Re: ESSAY: 'Debunking Hippy-Dippy moral philosophy'

From: Marc Geddes (
Date: Tue Jun 15 2004 - 01:10:44 MDT

 --- Paul Fidika <>
> You're making the same mistake I made so long ago:
> you are conflating
> "subjective" with "arbitrary". To understand the
> distinction I will give the
> example which made me realize the difference;
> consider Pei Wang's NARS
> system; the truth of the statement "bird -> animal"
> is measured by a
> frequency-confidence pair; the frequency is (total
> amount of positive
> evidence) / (total amount of evidence (both positive
> and negative) gathered
> thus far for the statement), while confidence is
> (amount of evidence) /
> (amount of evidence + some positive constant), which
> increases monotonically
> with the amount of evidence. The frequency value of
> a statement is
> subjective in the sense that it is determined by the
> experience of the
> system, while it is not objective in the sense that,
> as the amount of
> evidence goes to infinity, the frequency value
> cannot be guaranteed to
> converge; it may assume any value in the interval
> [0,1] no matter how much
> evidence the agent has gathered thus far. However,
> this does NOT mean that
> the frequency value is arbitrary; the system is not
> free to choose any
> frequency-value whenever it wants, the frequency
> value is reflective of the
> system's past observations.
> This is much the same with meaning in natural
> languages; the meaning of a
> term (to us) is determined by how we have heard it
> related to other terms
> (subjective). There is no "objective meaning" of
> most (non-technical) words;
> usage defines meaning. What a word "means" is a
> consensus reached through
> everyone's own subjective understanding of the word,
> but that does not make
> any definition as good as any other (arbitrariness).

I accept this. Of course 'subjective' does not have
to mean arbitrary. At the beginning there I was
referring to individual subjectivity, which is
arbitrary. But if you look at what I actually wrote
after this, I then went on to consider the possibility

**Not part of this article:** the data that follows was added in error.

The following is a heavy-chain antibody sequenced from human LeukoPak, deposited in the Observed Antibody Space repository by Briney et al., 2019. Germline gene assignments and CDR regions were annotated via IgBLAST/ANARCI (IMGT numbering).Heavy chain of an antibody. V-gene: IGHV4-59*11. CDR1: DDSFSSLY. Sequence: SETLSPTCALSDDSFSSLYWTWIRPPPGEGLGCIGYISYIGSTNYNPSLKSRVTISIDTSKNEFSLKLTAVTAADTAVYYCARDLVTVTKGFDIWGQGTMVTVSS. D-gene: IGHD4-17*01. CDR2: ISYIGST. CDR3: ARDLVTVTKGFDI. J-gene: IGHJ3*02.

that morality is not arbitrary but is a social
construct made by a society. I rejected this latter
possibility also.

> Just as with meaning, people do NOT choose their
> morality out of a sea of
> possible moralities randomly, it is a product of
> their own experience.
> Hitler morality is "decrease the freedoms of others
> (such as Jews), without
> correspondinginly increasing the freedoms of anyone
> else", (negative-sum)
> while Gandhi morality is "increase your own freedom,
> but not at the cost of
> decreasing someone else's freedom (such as through
> violence)"
> (positive-sum). Even if I generated a bunch of
> agents who held random
> moralities and asked them to vote on whether they
> thought Hitler or Gandhi's
> morality was better, Ganhi would win out everytime.
> Such a consensus is not
> "objective" in the sense I think that you are using
> the word, but it's close
> enough for me.

> > If you believe
> > that morality is just something made up
> [subjective], you are
> > saying that there is no objective sense in which
> > Hitler was worse than Gandhi.
> This is a non-sequitur, analogous to saying "because
> there is no largest
> integer, every integer is just as large as any
> other"; nonsense. Just
> because there is no "best morality" (read:
> objective) does NOT mean that all
> moralities are just as good as any other, or that
> subjective moralities are
> incomperable.

I don't think this is a good analogy. In the most
general sense of the term a morality is goal system.
Of course once a society has achieved consensus about
some super-goals, sub-goals can then be determined in
an objective manner. But the question of which
super-goals to shoot for in the first place has been

Your attempt to show that it was possible to have
moralities of differing merit without objectivity only
worked because you implicitly slipped in some initial
moral assumptions (super-goals) without justification
(namely you stated that postitive-sum was BETTER than
negative sum).

> > We have seen that the hippy-dippy ideas that
> morality
> > is just a matter of opinion or perhaps some kind
> of
> > 'social construct' are incoherent. Reasonable
> people
> > must conclude that morality is something
> objectively
> > real, something that we can use reason to
> discover.
> We have seen no such thing; you will need more than
> to
> derive such a strong conclusion.
> Even if objective morality does exist, (1) I don't
> know what it is, and (2)
> I have no idea to find out what it is, so,
> practically speaking, objective
> morality's existence or inexistence is irrelevant,
> unless you have resolved
> (2) Marc. Reaching a global moral consensus is not
> objective morality, but
> it's close enough.
> (Note: I apologize for the seeming lateness of this
> reply relative to when
> Marc's original message was posted...)
> ~Paul Fidika

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